SACRAMENTO – As business owners pitched household products and farmers handed out free produce samples, a local woman was offering up something she says was just as useful, knowledge.
Culture champion Dorothy Benjamin spent the last two weeks educating folks about California pioneer James P. Beckwourth at the California State Fair. Ms. Benjamin said numerous people visited the exhibit, located alongside others about California counties.
“It was received positively,” she said.
Beckwourth was a California native and African American explorer, pioneer, entrepreneur, “Indian agent,” Crow war chief, and mountain man. As a trailblazer in 1850, he established Beckwourth Pass, a low crossing in Northern California, now known as the Beckwourth Trail. The route paved the way into California and through to Lassen, Plumas, Butte and Yuba counties.
“The Fair is proud to showcase this adventurous individual, whose travels brought him through many of the different facets of the American landscape,” shared the Fair’s media director, Lara Popyack.
Ms. Benjamin said many fair visitors expressed that while they were familiar with the name Beckwourth, they had no idea he was Black. Beckwourth was first celebrated at the State Fair in 1993 by Ms. Benjamin and the Fair’s Black Culture Day Committee. After its appearance at the Fair, the original exhibit was permanently installed at the Lake Oroville Visitor Center.
“Annually, over 100,000 people have visited the Lake Oroville visitor center, so in the last 20 years over two million people have been exposed to the exhibit,” Ms. Benjamin said.
The newer exhibit was designed and built by her husband, local set designer and theatre champion Michael Benjamin. He was assisted by Karen Saephanh.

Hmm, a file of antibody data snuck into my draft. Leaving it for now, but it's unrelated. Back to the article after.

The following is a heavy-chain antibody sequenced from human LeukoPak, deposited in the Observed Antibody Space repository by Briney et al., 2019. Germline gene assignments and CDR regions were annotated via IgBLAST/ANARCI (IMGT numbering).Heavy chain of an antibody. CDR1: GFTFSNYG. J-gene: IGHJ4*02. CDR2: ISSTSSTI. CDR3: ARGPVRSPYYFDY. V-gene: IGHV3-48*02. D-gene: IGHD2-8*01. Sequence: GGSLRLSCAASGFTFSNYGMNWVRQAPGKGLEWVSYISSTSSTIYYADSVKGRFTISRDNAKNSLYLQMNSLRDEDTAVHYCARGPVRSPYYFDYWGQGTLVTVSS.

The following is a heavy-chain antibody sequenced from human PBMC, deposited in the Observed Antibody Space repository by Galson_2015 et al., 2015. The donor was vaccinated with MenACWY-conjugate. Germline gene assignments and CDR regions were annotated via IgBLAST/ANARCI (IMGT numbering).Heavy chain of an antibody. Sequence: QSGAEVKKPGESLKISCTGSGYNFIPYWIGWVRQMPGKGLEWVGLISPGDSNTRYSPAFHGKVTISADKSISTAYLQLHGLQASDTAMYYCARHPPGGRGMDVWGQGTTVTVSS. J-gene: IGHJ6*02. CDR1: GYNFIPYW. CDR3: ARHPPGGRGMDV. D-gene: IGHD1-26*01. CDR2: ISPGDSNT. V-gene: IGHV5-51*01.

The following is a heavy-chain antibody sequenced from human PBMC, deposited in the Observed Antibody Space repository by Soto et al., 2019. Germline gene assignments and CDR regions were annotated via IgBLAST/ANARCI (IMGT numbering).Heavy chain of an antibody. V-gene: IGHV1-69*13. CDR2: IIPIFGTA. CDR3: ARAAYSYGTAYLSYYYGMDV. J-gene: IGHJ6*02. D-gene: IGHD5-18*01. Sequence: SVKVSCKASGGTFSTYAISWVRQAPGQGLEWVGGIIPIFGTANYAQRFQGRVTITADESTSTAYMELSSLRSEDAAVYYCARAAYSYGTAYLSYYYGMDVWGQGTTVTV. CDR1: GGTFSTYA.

The exhibit, she says, has the potential to spark a deeper conversation about diversity and inclusion as countless people from other cultures made comments about the exhibit, wondering why they weren’t represented and how they could get a California icon from their culture featured at the Fair. The State Fair did away with its cultural awareness days in 2003, choosing instead to focus on “California’s diversity as a whole.”
State Fair officials joined local dignitaries on Saturday to acknowledge the exhibit and speak on its importance.
“They don’t teach this in the history books,” shared Sacramento NAACP President Stephen T. Webb.
Vice President Betty Williams, who also leads the local ACLU agreed.
“It’s Black history that happened in America, so it’s American history. Let’s celebrate it,” Ms. Williams shared.
Other speakers included Rory Kaufman, Chair of the Cal Expo and State Fair’s Cultural Advisory Council; Sonney Chong, director of Cal Expo’s Governing Board; its General Manager Rick K. Pickering; and California State Parks Museum Curator Ross McGuire.
Russell Stiger, representing Senator Darrell Steinberg, presented several certificates to individuals key to making the exhibit happen. Among those recognized were Greg Kinder, the Fair’s Deputy Manager of Programs, the Benjamins, and their daughter Millicent Crisp, who helped coordinate volunteers who staffed the exhibit during the run of the Fair.
Ms. Benjamin says she’s thankful for the large response to their call for volunteers.
“The community taking ownership was the key piece here. They really stepped up.”
The state fair is now over, but Ms. Benjamin says the exhibit’s potential to educate people has just begun. Her goal is to take the exhibit on the road, taking it to schools and community events throughout California.
“Wherever we can go to educate people, that’s where we’re going.”
By Genoa Barrow
OBSERVER Senior Writer